After the Washington Nationals’ 3-2 win over the Pirates on Monday night, Dave Martinez, unprompted, opened his postgame news conference complimenting his club’s effort while emphasizing it needed to do a better job tacking on runs to put opponents away. In his opinion, the Nationals were letting teams off the hook too often, and even Martinez, who has spent his first month as manager delivering unrelenting positivity, couldn’t help but point it out after winning consecutive games for the first time in two weeks.

The question, of course, then became what can be done to alter the pattern while three all-star-level hitters sit on the disabled list? Martinez’s attempt at an answer came Tuesday. For the first time since 2013, Bryce Harper will lead off for the Nationals against the Pirates. Trea Turner, the Nationals’ best hitter over the last two weeks, will bat second.

Martinez is, essentially, daring the Pirates to pitch around Harper, who has walked at a historic rate this season. After Monday’s win, Martinez broached the idea to Harper in his office. They both came to the same conclusion.

“Why not?” Martinez said. “I mean, really. He’s a little frustrated. Hopefully, he gets more pitches to hit. We talked about him just getting probably one at-bat and he’s chasing a lot. So hopefully he gets a couple more pitches to hit. Give him a chance to maybe get up there five times in a game. Those guys behind him are actually hitting the ball pretty well. So if he gets on, even by a walk, we should have some action.”

Something had to change. Harper drew two intentional walks Monday, increasing his league-leading walk total to 38, and struck out in his two other plate appearances. That left Harper on pace for more than 200 walks this season — a number not reached by any major league player since Barry Bonds accumulated 232 walks in 2004. But getting pitched around has affected Harper’s rhythm. And the results are stark.

Entering Monday, Harper was 5 for 35 without an extra-base hit over the previous 12 games. The stretch has plunged his batting average from .304 to .247 and his slugging percentage from .750 to .528. He hasn’t hit a home run since an absurd broken-bat homer off Jacob deGrom on April 16.

Yet he’s walked 17 times during the slump, including six times intentionally, and leads the National League with a .458 on-base-percentage. Ideally, hitters behind him would capitalize enough to scare teams away from continuing the approach. The problem is hitters behind him have rarely capitalized. Entering Monday, Nationals cleanup hitters, who have hit behind Harper every game this season, were batting .200 with a .692 slugging percentage.

“At 25 years old, you want to hit the baseball,” Harper said. “That’s just going to make me a better baseball player. Every single day, going in, having a good mentality about it and just trying to be the best I can. Try to get on base and having good at-bats. It’s definitely tough, but just go out there and try to get on base and score some runs.”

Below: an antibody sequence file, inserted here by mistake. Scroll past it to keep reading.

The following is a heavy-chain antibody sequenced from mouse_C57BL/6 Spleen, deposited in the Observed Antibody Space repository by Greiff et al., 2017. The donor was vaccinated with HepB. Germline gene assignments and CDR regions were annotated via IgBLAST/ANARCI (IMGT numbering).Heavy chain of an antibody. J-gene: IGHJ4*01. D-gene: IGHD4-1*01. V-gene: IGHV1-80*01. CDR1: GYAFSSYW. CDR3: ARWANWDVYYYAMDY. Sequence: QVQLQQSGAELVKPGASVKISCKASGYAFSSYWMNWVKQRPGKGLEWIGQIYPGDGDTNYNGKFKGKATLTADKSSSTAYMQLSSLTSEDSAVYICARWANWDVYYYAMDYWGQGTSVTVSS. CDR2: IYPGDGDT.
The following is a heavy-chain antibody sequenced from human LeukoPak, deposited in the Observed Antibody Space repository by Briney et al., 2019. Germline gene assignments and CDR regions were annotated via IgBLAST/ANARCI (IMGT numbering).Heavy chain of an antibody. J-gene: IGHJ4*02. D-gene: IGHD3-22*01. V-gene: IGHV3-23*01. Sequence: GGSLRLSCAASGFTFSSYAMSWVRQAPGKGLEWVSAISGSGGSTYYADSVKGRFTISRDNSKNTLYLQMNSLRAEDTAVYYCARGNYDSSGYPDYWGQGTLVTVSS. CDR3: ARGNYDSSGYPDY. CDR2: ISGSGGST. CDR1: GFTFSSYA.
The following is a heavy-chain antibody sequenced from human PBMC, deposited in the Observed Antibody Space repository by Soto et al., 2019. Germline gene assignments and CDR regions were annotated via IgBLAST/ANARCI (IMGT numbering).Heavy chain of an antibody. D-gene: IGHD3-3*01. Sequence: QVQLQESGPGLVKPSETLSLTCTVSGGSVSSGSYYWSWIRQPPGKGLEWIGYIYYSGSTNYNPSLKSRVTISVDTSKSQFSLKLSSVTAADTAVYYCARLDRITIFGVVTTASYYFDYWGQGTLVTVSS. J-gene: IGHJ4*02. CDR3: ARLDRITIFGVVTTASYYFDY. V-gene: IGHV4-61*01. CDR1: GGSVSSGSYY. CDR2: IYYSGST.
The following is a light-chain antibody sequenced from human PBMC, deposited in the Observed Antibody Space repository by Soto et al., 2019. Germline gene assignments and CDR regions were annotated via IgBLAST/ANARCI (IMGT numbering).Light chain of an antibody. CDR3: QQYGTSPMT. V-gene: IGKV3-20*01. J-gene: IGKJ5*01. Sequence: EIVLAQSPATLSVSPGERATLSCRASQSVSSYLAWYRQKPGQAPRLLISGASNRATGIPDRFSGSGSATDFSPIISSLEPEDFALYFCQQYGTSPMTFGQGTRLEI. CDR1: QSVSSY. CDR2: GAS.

Harper has batted leadoff 16 times in his career, all in 2013. In those starts, he batted .317 with four home runs, eight walks and a 1.022 on-base-plus-slugging percentage in 75 plate appearances — though, as Harper and Martinez pointed out, the leadoff hitter leads off the first inning and might not lead off again. Obviously, that was a small sample size five years ago. But it’s enough evidence that Harper can excel in the spot.

Martinez also has experience putting MVP-caliber sluggers in the leadoff hole when he was a bench coach under Joe Maddon, with the Rays and Cubs. In Tampa, they slotted Evan Longoria first a few times. In Chicago, Kris Bryant and Anthony Rizzo led off at various points.

“I think it’s a very creative thought,” Pirates Manager Clint Hurdle said. “Dave was with Joe, and they hit Rizzo first at times. Joe’s hit different people first in Tampa when Dave was with him there as well. I’m sure he has his own reasoning. We probably won’t start the game with an intentional walk. They’ve got that going for them.”

Probably not intentionally walking Harper doesn’t necessarily mean they’ll pitch to him, though. As Martinez mentioned, he was in the Cubs dugout a couple years ago when they walked Harper 13 times in a four-game series at Wrigley Field. He knows how the opposition thinks about navigating the Nationals lineup because he was the opposition. But if the Pirates are going to throw Harper strikes, he’s ready to pounce. After all, several hours before first pitch Monday he was out for a rare early on-field batting practice session, alternating with the injured Daniel Murphy as hitting coach Kevin Long observed, with one goal.

“Just hit some homers,” Harper said. “Get some balls over the plate and do some damage.”

PIRATES (17-12)
Adam Frazier 2B
Gregory Polanco RF
Starling Marte CF
Josh Bell 1B
Corey Dickerson LF
Francisco Cervelli C
Colin Moran 3B
Jordy Mercer SS
Chad Kuhl P

Bryce Harper RF
Trea Turner SS
Matt Adams LF
Ryan Zimmerman 1B
Howie Kendrick 2B
Michael A. Taylor CF
Matt Wieters C
Max Scherzer P
Wilmer Difo 3B